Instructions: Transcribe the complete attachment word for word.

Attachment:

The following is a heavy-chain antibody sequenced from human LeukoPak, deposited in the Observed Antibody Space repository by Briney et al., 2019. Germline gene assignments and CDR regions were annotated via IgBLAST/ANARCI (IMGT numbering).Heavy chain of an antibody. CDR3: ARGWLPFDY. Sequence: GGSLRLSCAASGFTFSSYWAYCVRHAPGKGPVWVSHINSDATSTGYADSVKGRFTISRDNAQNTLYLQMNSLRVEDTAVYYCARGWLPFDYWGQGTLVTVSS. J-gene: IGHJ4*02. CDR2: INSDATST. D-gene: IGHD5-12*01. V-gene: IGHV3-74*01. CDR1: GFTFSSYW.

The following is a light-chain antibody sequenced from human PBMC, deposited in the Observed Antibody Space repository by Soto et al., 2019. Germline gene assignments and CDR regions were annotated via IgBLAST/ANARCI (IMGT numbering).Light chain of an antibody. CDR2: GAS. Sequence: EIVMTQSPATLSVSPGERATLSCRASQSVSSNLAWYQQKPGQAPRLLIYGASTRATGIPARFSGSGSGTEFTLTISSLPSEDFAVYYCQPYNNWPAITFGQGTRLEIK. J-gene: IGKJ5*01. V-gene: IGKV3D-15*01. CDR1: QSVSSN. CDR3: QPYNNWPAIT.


The following is a heavy-chain antibody sequenced from human LeukoPak, deposited in the Observed Antibody Space repository by Briney et al., 2019. Germline gene assignments and CDR regions were annotated via IgBLAST/ANARCI (IMGT numbering).Heavy chain of an antibody. CDR3: ARGWLPFDY. Sequence: GGSLRLSCAASGFTFSSYWAYCVRHAPGKGPVWVSHINSDATSTGYADSVKGRFTISRDNAQNTLYLQMNSLRVEDTAVYYCARGWLPFDYWGQGTLVTVSS. J-gene: IGHJ4*02. CDR2: INSDATST. D-gene: IGHD5-12*01. V-gene: IGHV3-74*01. CDR1: GFTFSSYW.

The following is a light-chain antibody sequenced from human PBMC, deposited in the Observed Antibody Space repository by Soto et al., 2019. Germline gene assignments and CDR regions were annotated via IgBLAST/ANARCI (IMGT numbering).Light chain of an antibody. CDR2: GAS. Sequence: EIVMTQSPATLSVSPGERATLSCRASQSVSSNLAWYQQKPGQAPRLLIYGASTRATGIPARFSGSGSGTEFTLTISSLPSEDFAVYYCQPYNNWPAITFGQGTRLEIK. J-gene: IGKJ5*01. V-gene: IGKV3D-15*01. CDR1: QSVSSN. CDR3: QPYNNWPAIT.